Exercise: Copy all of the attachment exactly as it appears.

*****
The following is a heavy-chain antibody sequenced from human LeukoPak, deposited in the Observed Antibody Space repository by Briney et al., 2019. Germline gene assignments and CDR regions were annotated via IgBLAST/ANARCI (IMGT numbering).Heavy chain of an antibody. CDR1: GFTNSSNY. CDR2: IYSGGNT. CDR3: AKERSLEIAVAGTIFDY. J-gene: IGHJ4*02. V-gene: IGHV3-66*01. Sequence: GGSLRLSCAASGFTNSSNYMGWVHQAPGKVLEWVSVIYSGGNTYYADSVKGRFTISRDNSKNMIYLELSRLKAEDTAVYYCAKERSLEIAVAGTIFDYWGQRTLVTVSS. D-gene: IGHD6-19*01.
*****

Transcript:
The following is a heavy-chain antibody sequenced from human LeukoPak, deposited in the Observed Antibody Space repository by Briney et al., 2019. Germline gene assignments and CDR regions were annotated via IgBLAST/ANARCI (IMGT numbering).Heavy chain of an antibody. CDR1: GFTNSSNY. CDR2: IYSGGNT. CDR3: AKERSLEIAVAGTIFDY. J-gene: IGHJ4*02. V-gene: IGHV3-66*01. Sequence: GGSLRLSCAASGFTNSSNYMGWVHQAPGKVLEWVSVIYSGGNTYYADSVKGRFTISRDNSKNMIYLELSRLKAEDTAVYYCAKERSLEIAVAGTIFDYWGQRTLVTVSS. D-gene: IGHD6-19*01.